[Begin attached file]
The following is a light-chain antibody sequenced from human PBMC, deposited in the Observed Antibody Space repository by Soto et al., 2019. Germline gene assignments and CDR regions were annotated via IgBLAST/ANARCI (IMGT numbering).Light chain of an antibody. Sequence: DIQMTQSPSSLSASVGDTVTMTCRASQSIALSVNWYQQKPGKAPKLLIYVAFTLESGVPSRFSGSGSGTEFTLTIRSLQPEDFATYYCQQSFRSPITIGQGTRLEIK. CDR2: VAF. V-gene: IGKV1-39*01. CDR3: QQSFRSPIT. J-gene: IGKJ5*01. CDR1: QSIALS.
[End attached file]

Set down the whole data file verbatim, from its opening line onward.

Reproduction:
The following is a light-chain antibody sequenced from human PBMC, deposited in the Observed Antibody Space repository by Soto et al., 2019. Germline gene assignments and CDR regions were annotated via IgBLAST/ANARCI (IMGT numbering).Light chain of an antibody. Sequence: DIQMTQSPSSLSASVGDTVTMTCRASQSIALSVNWYQQKPGKAPKLLIYVAFTLESGVPSRFSGSGSGTEFTLTIRSLQPEDFATYYCQQSFRSPITIGQGTRLEIK. CDR2: VAF. V-gene: IGKV1-39*01. CDR3: QQSFRSPIT. J-gene: IGKJ5*01. CDR1: QSIALS.